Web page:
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Earlier this year, as wildfires ravaged millions of acres in California, some of the most startling images involved the iconic Golden State trees burning, charred, or reduced to ashes.
Of course, the story is more complicated – as we reported, many landscapes need fire to be healthy – but the scale and scope of these fires and climate change suggest more destruction is imminent.
My colleague John branch took a close look at the issues in this beautiful room, and I asked him to tell us more about the experience of reporting it here:
These are the three California plant species that draw crowds from around the world. Living in very different parts of the state, they are the only ones to be honored and protected by national parks on their behalf. What they have in common is above all an ability to stay there in silence and elicit a reaction.
But 2020 hasn’t been a good year for the Coast Redwood, Joshua Tree, or Giant Redwood. Already threatened in the long term by climate change, the massive forest fires have dramatically targeted the state’s most iconic trees.
[Read about how in an alarming year for fires, more officials have turned to Indigenous communities for guidance.]
Gone are the countless ancient sequoias, thousands of ancient sequoias, and around 1.3 million Joshua trees (which, of course, are a yucca). In their place is a new sense of dread and urgency among scientists and others who see these species as more than just plants.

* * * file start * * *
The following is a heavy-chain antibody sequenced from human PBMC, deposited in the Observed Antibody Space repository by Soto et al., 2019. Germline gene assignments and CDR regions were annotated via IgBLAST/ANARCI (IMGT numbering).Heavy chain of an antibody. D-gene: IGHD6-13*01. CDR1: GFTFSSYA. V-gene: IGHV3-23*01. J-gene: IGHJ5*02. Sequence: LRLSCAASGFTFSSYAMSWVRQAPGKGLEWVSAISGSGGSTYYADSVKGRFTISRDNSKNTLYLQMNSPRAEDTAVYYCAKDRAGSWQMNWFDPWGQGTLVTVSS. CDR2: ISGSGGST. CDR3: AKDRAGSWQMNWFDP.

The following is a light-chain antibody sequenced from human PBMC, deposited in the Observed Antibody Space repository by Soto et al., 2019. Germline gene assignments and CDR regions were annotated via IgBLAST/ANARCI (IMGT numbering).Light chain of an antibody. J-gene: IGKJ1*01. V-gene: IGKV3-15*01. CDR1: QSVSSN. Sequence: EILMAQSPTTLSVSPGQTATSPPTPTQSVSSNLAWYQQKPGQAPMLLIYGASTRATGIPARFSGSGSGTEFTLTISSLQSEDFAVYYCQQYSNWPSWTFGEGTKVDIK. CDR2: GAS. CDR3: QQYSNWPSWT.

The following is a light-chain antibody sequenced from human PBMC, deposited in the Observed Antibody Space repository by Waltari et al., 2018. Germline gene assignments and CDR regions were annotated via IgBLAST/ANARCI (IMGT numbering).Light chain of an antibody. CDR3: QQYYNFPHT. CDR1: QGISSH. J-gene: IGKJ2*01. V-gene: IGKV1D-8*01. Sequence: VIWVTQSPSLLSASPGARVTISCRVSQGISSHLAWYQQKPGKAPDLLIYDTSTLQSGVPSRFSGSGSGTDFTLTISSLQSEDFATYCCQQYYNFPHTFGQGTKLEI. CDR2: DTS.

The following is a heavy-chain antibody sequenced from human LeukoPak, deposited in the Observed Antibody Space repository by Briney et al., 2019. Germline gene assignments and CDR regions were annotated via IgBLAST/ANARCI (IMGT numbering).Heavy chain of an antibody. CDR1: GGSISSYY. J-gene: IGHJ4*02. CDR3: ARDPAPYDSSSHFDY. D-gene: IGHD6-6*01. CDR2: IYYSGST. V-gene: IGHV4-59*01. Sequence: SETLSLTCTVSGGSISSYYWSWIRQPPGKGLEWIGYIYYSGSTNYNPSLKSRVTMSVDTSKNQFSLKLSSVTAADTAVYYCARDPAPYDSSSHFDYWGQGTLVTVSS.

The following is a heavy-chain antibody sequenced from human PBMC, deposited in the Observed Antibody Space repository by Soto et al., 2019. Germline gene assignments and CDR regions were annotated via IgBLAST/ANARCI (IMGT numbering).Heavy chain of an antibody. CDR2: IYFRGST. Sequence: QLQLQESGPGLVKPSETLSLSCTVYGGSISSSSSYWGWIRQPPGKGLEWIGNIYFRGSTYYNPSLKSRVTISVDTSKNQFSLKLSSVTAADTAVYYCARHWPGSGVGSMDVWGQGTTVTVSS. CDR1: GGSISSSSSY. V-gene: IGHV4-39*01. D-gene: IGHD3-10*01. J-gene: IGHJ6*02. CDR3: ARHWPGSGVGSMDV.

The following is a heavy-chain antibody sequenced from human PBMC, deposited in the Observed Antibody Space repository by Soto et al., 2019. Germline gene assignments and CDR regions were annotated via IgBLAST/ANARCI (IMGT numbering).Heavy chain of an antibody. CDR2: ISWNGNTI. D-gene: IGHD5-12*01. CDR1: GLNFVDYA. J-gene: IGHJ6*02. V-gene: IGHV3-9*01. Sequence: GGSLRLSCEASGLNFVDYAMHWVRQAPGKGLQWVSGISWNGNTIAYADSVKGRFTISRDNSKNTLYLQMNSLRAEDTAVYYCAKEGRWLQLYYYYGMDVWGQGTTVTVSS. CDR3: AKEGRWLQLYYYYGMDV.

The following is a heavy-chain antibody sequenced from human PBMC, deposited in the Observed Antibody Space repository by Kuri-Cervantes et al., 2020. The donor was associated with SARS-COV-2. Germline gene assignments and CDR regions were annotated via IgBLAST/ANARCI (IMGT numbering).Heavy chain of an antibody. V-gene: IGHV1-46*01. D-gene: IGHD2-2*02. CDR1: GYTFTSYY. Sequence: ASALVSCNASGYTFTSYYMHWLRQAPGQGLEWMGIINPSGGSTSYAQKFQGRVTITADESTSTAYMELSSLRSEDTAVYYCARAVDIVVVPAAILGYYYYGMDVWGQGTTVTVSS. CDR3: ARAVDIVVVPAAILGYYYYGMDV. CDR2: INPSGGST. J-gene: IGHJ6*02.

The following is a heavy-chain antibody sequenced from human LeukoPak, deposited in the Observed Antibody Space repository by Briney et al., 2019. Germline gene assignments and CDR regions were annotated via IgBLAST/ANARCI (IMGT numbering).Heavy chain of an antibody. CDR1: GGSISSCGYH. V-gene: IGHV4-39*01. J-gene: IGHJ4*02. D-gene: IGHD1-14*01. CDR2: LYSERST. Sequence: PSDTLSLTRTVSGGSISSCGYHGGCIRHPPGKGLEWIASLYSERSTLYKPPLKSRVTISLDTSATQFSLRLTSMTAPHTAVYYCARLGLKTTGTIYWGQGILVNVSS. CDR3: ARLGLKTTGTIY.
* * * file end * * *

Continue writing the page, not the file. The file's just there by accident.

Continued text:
Over the past two months, I’ve accompanied some of the top experts in each species to the burn zones – some still smoking and off-limits to the public – with photographer Max Whittaker. What we found was, in turn, heartbreaking, surreal, and hopeful.
Heartbreaking because so many trees that stood stoically in one place, some for thousands of years, were gone in an instant. As one scientist put it in the middle of a charred landscape, “They are literally irreplaceable – unless you have 2,000 years to wait.”
Surreal to see a desert take on the color of worn charcoal to the horizon, or a lush green forest of stiff, straight redwoods transformed into a jumble of blacks and browns.
Hope because there are signs of life if you look closely enough.
The question that is overwhelming you right now in these places is what we have lost and what we have left to lose.
[Readers shared their memories of Big Basin Redwoods State Park.]
The idea of connecting the three species into one story began in August, when a wildfire in the desert swept over 40,000 acres in the Mojave National Preserve. All of us who live in California are hardened by the perpetual assaults of the past few years, the stories of burning forests and people rushing out of the way (but not always, as we all know too well). It hit me like something we had never seen before, and we hadn’t: over a million Joshua trees, set on fire.
Within weeks, it looked like most of California was on fire. (In fact, it’s about 4% of the state that burned down in 2020.) Sierra Nevada, home to a declining number of giant redwoods, has taken a heavy toll from the fires. Then the fire swept through the Santa Cruz Mountains, and among the victims was Big Basin Redwoods State Park, which is home to 4,400 acres of ancient redwoods.
Just like that, California’s three favorite trees felt the wrath of the wildfires like never before. It remains for us to ask ourselves what it all means – for the trees, for our condition, for the future. This story, along with dazzling visuals from Max and some of my talented colleagues at The Times, might help us think through all of this.
[See the full story here.]
A Sneak Peek at California’s New Contact Finder App